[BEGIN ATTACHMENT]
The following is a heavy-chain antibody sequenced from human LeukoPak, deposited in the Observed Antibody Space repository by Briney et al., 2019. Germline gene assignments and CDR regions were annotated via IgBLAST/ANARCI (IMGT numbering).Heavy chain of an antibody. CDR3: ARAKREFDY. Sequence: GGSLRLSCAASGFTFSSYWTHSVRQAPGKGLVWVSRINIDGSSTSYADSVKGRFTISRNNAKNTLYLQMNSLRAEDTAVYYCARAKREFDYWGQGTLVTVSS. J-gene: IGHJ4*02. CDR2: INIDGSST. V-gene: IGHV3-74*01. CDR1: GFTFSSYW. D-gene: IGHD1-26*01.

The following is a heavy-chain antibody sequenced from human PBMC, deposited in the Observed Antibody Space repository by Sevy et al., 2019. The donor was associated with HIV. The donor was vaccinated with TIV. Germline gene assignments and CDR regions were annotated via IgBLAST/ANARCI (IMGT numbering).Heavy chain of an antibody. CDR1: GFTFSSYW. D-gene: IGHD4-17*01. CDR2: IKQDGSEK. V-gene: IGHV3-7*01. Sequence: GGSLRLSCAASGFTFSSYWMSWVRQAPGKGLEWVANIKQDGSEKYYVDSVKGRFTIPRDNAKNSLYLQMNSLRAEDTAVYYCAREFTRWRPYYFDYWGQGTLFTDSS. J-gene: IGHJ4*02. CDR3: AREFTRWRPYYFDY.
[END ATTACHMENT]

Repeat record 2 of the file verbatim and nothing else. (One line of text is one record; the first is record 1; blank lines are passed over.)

The following is a heavy-chain antibody sequenced from human PBMC, deposited in the Observed Antibody Space repository by Sevy et al., 2019. The donor was associated with HIV. The donor was vaccinated with TIV. Germline gene assignments and CDR regions were annotated via IgBLAST/ANARCI (IMGT numbering).Heavy chain of an antibody. CDR1: GFTFSSYW. D-gene: IGHD4-17*01. CDR2: IKQDGSEK. V-gene: IGHV3-7*01. Sequence: GGSLRLSCAASGFTFSSYWMSWVRQAPGKGLEWVANIKQDGSEKYYVDSVKGRFTIPRDNAKNSLYLQMNSLRAEDTAVYYCAREFTRWRPYYFDYWGQGTLFTDSS. J-gene: IGHJ4*02. CDR3: AREFTRWRPYYFDY.